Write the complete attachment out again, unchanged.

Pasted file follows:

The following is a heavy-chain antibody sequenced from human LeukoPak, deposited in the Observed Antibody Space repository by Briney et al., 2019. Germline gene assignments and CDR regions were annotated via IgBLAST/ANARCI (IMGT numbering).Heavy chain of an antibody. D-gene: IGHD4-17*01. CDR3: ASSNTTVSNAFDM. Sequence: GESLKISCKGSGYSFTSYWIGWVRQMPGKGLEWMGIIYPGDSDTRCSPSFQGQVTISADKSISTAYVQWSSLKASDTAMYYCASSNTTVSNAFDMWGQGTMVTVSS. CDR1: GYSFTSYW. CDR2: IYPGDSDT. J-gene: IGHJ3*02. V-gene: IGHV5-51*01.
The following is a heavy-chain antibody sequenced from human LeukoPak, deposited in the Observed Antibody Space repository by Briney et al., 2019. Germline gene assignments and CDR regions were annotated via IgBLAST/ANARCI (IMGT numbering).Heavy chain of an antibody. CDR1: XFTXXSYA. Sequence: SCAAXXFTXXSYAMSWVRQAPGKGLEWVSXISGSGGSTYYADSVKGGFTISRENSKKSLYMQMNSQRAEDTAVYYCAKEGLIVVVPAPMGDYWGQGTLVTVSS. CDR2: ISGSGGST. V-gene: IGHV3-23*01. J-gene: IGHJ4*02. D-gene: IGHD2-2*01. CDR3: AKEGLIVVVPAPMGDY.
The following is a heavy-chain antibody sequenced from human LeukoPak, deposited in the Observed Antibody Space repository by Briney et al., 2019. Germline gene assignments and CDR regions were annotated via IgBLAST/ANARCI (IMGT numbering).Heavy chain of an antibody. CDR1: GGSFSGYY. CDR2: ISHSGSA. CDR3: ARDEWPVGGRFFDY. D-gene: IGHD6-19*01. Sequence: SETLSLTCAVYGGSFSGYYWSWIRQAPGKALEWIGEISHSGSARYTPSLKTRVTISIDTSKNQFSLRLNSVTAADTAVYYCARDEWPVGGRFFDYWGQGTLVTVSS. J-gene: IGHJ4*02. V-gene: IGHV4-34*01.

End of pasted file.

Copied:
The following is a heavy-chain antibody sequenced from human LeukoPak, deposited in the Observed Antibody Space repository by Briney et al., 2019. Germline gene assignments and CDR regions were annotated via IgBLAST/ANARCI (IMGT numbering).Heavy chain of an antibody. D-gene: IGHD4-17*01. CDR3: ASSNTTVSNAFDM. Sequence: GESLKISCKGSGYSFTSYWIGWVRQMPGKGLEWMGIIYPGDSDTRCSPSFQGQVTISADKSISTAYVQWSSLKASDTAMYYCASSNTTVSNAFDMWGQGTMVTVSS. CDR1: GYSFTSYW. CDR2: IYPGDSDT. J-gene: IGHJ3*02. V-gene: IGHV5-51*01.
The following is a heavy-chain antibody sequenced from human LeukoPak, deposited in the Observed Antibody Space repository by Briney et al., 2019. Germline gene assignments and CDR regions were annotated via IgBLAST/ANARCI (IMGT numbering).Heavy chain of an antibody. CDR1: XFTXXSYA. Sequence: SCAAXXFTXXSYAMSWVRQAPGKGLEWVSXISGSGGSTYYADSVKGGFTISRENSKKSLYMQMNSQRAEDTAVYYCAKEGLIVVVPAPMGDYWGQGTLVTVSS. CDR2: ISGSGGST. V-gene: IGHV3-23*01. J-gene: IGHJ4*02. D-gene: IGHD2-2*01. CDR3: AKEGLIVVVPAPMGDY.
The following is a heavy-chain antibody sequenced from human LeukoPak, deposited in the Observed Antibody Space repository by Briney et al., 2019. Germline gene assignments and CDR regions were annotated via IgBLAST/ANARCI (IMGT numbering).Heavy chain of an antibody. CDR1: GGSFSGYY. CDR2: ISHSGSA. CDR3: ARDEWPVGGRFFDY. D-gene: IGHD6-19*01. Sequence: SETLSLTCAVYGGSFSGYYWSWIRQAPGKALEWIGEISHSGSARYTPSLKTRVTISIDTSKNQFSLRLNSVTAADTAVYYCARDEWPVGGRFFDYWGQGTLVTVSS. J-gene: IGHJ4*02. V-gene: IGHV4-34*01.